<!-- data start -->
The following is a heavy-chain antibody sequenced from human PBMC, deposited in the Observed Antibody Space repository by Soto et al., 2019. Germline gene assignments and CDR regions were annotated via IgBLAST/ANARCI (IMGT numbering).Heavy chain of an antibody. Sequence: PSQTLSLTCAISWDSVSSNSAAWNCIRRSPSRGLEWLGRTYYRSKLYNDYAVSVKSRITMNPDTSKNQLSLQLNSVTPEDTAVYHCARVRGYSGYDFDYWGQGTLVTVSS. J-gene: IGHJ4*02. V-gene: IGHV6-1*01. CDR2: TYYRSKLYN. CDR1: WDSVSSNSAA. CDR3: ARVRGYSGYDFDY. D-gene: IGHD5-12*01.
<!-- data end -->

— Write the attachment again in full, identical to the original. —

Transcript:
The following is a heavy-chain antibody sequenced from human PBMC, deposited in the Observed Antibody Space repository by Soto et al., 2019. Germline gene assignments and CDR regions were annotated via IgBLAST/ANARCI (IMGT numbering).Heavy chain of an antibody. Sequence: PSQTLSLTCAISWDSVSSNSAAWNCIRRSPSRGLEWLGRTYYRSKLYNDYAVSVKSRITMNPDTSKNQLSLQLNSVTPEDTAVYHCARVRGYSGYDFDYWGQGTLVTVSS. J-gene: IGHJ4*02. V-gene: IGHV6-1*01. CDR2: TYYRSKLYN. CDR1: WDSVSSNSAA. CDR3: ARVRGYSGYDFDY. D-gene: IGHD5-12*01.